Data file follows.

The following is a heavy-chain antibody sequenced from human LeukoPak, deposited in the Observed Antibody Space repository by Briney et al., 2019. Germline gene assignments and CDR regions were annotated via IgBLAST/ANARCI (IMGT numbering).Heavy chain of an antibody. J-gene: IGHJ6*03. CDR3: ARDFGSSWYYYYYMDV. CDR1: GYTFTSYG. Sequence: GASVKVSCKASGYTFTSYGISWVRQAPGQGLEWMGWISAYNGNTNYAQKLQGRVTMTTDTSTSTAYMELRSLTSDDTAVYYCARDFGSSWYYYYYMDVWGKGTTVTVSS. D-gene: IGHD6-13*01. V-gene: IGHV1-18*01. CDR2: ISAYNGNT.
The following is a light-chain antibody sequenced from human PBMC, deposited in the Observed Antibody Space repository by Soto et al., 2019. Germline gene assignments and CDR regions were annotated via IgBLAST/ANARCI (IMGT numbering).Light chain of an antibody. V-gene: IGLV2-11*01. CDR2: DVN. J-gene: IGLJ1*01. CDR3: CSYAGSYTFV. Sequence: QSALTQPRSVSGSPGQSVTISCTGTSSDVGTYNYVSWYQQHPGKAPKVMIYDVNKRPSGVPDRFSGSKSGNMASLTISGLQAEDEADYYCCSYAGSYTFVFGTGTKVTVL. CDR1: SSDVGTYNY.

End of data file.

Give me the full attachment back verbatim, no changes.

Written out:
The following is a heavy-chain antibody sequenced from human LeukoPak, deposited in the Observed Antibody Space repository by Briney et al., 2019. Germline gene assignments and CDR regions were annotated via IgBLAST/ANARCI (IMGT numbering).Heavy chain of an antibody. J-gene: IGHJ6*03. CDR3: ARDFGSSWYYYYYMDV. CDR1: GYTFTSYG. Sequence: GASVKVSCKASGYTFTSYGISWVRQAPGQGLEWMGWISAYNGNTNYAQKLQGRVTMTTDTSTSTAYMELRSLTSDDTAVYYCARDFGSSWYYYYYMDVWGKGTTVTVSS. D-gene: IGHD6-13*01. V-gene: IGHV1-18*01. CDR2: ISAYNGNT.
The following is a light-chain antibody sequenced from human PBMC, deposited in the Observed Antibody Space repository by Soto et al., 2019. Germline gene assignments and CDR regions were annotated via IgBLAST/ANARCI (IMGT numbering).Light chain of an antibody. V-gene: IGLV2-11*01. CDR2: DVN. J-gene: IGLJ1*01. CDR3: CSYAGSYTFV. Sequence: QSALTQPRSVSGSPGQSVTISCTGTSSDVGTYNYVSWYQQHPGKAPKVMIYDVNKRPSGVPDRFSGSKSGNMASLTISGLQAEDEADYYCCSYAGSYTFVFGTGTKVTVL. CDR1: SSDVGTYNY.